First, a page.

Knowing Where to Start

A very common first question when meeting founders is “where do I begin”. Here’s how.

The idea of knowing when to start is complicated. Often, this links with the idea of never being ready but there’s something a little bit more practical with knowing where to start.

I remember hearing about the idea of the Doorstep Mile from Alastair Humphreys at Do Lectures back in 2018. The doorstep mile is a Scandinavian idea that describes how hard it is to start a journey. It describes the great lengths of distance it feels like it takes to make small steps of progress out of your cosy place to this new uncomfortable future in the early stages.

Making the first step, crossing your doorstep, can start the momentum and make a big adventure feel more realistic — but it is totally human to fear taking that first step.

There are a couple of ways you can get started without it feeling like a massive undertaking.

Start with small steps

What’s the simplest way to make progress? It could be doing more research, either spending an hour a night Googling your sector, competitors, or potential suppliers, it could be going out and sampling your competitors’ wares, or looking at customer service from companies you admire — or feel less positively about!

This can lead to a process that might get you started on your first business plan, or it might give you a better idea of what the questions are that you need answers to which gives you your first couple of experiments.

If you start with small, non-committal steps, you can get an idea of whether this is something you enjoy putting time into and how much potential there is in this space.

Create milestones

Map out some milestones for where you hope to be in six months, a year’s time etc.. Then, create some smaller milestones along the way that you would need to hit in order for that vision to be true.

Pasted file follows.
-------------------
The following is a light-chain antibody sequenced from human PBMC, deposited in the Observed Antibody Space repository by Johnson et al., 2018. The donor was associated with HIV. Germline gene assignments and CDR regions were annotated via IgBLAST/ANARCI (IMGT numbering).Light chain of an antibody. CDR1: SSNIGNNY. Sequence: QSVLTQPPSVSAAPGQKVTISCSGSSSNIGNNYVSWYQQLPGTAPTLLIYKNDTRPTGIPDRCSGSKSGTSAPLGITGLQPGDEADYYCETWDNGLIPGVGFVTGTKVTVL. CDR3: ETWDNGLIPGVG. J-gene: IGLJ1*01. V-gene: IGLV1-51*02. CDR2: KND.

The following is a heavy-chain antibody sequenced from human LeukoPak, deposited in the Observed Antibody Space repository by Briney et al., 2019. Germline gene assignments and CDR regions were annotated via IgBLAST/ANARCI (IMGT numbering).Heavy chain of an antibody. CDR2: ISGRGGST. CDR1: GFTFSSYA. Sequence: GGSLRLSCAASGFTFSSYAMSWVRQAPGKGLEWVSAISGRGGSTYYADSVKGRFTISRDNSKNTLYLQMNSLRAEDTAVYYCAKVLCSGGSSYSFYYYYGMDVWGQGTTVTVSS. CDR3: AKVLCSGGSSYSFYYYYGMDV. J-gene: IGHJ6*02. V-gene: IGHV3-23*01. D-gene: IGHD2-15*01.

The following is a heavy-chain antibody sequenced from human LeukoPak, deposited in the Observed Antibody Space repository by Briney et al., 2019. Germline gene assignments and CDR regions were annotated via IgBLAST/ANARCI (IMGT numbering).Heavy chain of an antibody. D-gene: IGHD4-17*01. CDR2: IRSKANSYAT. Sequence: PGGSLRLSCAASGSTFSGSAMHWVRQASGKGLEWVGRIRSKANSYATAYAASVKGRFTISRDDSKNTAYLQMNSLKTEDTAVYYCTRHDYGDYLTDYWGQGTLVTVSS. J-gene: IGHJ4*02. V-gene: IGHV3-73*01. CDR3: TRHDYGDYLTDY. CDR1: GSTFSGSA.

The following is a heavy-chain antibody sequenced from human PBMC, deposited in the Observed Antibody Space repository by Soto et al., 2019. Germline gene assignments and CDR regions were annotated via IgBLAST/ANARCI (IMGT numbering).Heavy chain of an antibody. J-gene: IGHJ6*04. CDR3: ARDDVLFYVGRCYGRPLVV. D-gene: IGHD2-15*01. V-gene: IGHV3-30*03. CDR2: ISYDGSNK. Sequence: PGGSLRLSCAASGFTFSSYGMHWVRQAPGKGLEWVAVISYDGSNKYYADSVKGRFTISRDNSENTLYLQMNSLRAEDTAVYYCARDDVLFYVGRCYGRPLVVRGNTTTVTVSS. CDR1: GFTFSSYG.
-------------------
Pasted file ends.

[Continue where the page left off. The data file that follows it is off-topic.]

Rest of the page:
For example, if you want to open a shop then the day that you open the doors is a good milestone. In order to hit that milestone, there are some obvious milestones you need to hit along the way — such as signing a lease on a space, visiting spaces, designing the fit-out, sourcing your products, delivering your marketing campaign.

By setting a far-off milestone that feels impossible, you can quite quickly imagine what the smaller milestones are to reach them.

You can’t open a shop without viewing your first space.

You can’t hit £1m in sales before you hit £1.

Trick yourself into starting

There are lots of ways you can trick yourself into starting. One small way is just start introducing yourself to people at events using your new identity. The more you hear yourself telling people with a straight face that you are the founder of this new company, or that you are a freelancer, the more you believe it yourself and it becomes reenforced as your true identity.

You can set up a domain and email account easily and cheaply, which again starts to build this new identity. Change your LinkedIn and Instagram bios, and order some cheap business cards.

I remember hearing the story of a restaurant chain which started with its founder pretending that he wasn’t really starting a business, but only seeing what happens if he took each next step. This tricked him into building a chain of our 50 restaurants — but not all in one step.

Creating feedback loops

Find out how you might learn from experiments and feedback loops. I’ll write more about experiments and RCTs in the next couple of weeks, but think about what a controlled experiment might be for your business or idea which gives you conclusive information and insights into what you should do next.

What are the small steps you’ve taken when getting started? What’s your next small step? I’d love to hear your examples!

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Gareth I. Jones

Founder of TownSq, focused on building communities of entrepreneurs, supporting startups and B Corps - businesses that are better for the planet.